Irish humor once had a good deal to do with an exquisite sense of self-deprecation, a consciousness of the absurd, a relish of pomposity. I recall one exchange on the Late Late Show (an Irish chat show that everyone watched) between Terry Wogan and the host Gay Byrne which was a masterpiece of nuance, where they referred to Graham Norton as being a bit suspect on account of being Protestant (“one of them”) and carefully omitting any reference to sexuality. I wonder if you’d get away with it now.
The two men weren’t comedians, but they were much funnier than most of the current crop of Irish comedy men — Dara O’Briain, say. Derry Girls is funny, but that’s because it’s based on Derry in the 1990s, with angry Orangemen and a world-weary nun in a habit. As for Father Ted, another comic masterpiece, that was again from another era. In the Republic, if you wear clericals or a religious habit, you’re now likely to get abuse on the streets; in secular Ireland, anticlericalism is approved prejudice.
And if we’re talking about hate crime, there’s a bill heading for the statute books which should make the Irish civil liberties lobbies take to the barricades, except the Irish Council for Civil Liberties has, in fact, backed it.
The provisions are draconian, as Elon Musk has pointed out (“a massive attack on freedom of speech”). You’re barred not just from publicly expressing wrong sentiments about protected groups — gender, sexuality, ethnicity and trans self-identification — but banned from simply possessing off-message stuff on your devices, including memes. The police will be permitted to take away your laptop or phone or devices that may contain the offensive material (as defined by…whom? The alleged victim); they can enter your home and oblige you to log into your devices and if you refuse you may be up for a €5,000 ($5,380) fine or a year in prison. The fatuous justice minister, Simon Harris, was bragging in the Irish parliament that nearly 500 (well, 481) police are trained to deal with diversity-related hate speech. It would be less resented if they were as quick to deal with burglaries.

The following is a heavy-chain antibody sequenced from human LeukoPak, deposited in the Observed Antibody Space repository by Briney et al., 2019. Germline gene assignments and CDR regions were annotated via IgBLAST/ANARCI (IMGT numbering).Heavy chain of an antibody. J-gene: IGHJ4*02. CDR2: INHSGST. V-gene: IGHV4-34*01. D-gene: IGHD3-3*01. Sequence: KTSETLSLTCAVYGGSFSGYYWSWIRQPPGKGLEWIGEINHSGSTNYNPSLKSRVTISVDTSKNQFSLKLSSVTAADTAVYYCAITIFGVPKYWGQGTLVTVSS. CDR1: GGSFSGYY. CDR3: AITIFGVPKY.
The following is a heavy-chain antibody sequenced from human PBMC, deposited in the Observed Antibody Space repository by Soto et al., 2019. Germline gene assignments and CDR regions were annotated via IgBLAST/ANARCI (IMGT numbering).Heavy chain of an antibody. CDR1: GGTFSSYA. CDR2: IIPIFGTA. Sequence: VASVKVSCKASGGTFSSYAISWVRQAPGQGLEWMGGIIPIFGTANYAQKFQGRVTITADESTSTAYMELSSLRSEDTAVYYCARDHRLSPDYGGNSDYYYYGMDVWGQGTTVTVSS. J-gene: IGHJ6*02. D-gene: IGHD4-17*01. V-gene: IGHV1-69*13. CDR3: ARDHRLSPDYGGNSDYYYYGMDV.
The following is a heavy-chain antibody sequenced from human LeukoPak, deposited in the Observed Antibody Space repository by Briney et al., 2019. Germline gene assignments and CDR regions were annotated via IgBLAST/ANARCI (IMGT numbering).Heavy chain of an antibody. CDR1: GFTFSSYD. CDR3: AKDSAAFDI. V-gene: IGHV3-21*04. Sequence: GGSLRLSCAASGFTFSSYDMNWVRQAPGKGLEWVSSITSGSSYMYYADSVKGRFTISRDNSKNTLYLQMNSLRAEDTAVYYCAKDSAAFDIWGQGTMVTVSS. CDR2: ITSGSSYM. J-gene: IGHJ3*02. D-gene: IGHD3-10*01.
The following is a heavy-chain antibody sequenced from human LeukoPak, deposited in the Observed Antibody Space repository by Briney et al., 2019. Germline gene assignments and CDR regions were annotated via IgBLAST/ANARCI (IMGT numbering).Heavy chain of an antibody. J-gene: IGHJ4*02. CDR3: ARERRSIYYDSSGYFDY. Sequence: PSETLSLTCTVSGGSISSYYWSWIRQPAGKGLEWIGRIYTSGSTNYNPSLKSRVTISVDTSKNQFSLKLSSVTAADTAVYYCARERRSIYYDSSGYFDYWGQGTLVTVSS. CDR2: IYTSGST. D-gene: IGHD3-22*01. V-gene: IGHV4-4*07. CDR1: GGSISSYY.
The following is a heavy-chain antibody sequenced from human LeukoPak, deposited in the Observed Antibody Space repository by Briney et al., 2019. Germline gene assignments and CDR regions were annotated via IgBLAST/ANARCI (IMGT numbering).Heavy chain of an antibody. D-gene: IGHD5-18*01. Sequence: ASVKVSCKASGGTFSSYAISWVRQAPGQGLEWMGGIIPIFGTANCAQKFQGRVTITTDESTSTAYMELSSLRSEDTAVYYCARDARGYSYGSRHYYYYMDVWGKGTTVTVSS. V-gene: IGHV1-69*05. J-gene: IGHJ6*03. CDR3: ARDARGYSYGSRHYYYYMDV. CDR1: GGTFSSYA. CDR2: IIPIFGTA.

Trans issues are, as elsewhere, a reliable indicator of cultural conformity, and the new syllabus for sex education for younger high-school pupils is premised on the assumption that gender is a social construct. I don’t myself know anyone who’s thrilled about this. Irish universities are as trigger-happy on the trans issue as their British counterparts, with the difference that they don’t get called to account. The journalist Mary Kenny was canceled by the University of Limerick for her supposedly “transphobic” views. Trinity College Dublin, meanwhile, is renaming its Berkeley Library, called after the philosopher George Berkeley, who went to Trinity and also — yep — owned slaves.
Now, I can see what you might be thinking: welcome to our world. Hate crime; ideological conformity; cancel culture; it’s where we’re all at, no? Well, not quite. In larger societies, bigger nations, there’s more diversity of outlook. In Ireland, a small country, there’s marked cultural conformity. That’s true even when it comes to the spuriously inclusive policy-making instrument that is the Citizens’ Assembly, where the outcome of its deliberations can in practice be determined by deciding who chairs it and what the terms of reference are, to the entire satisfaction of the governing elite.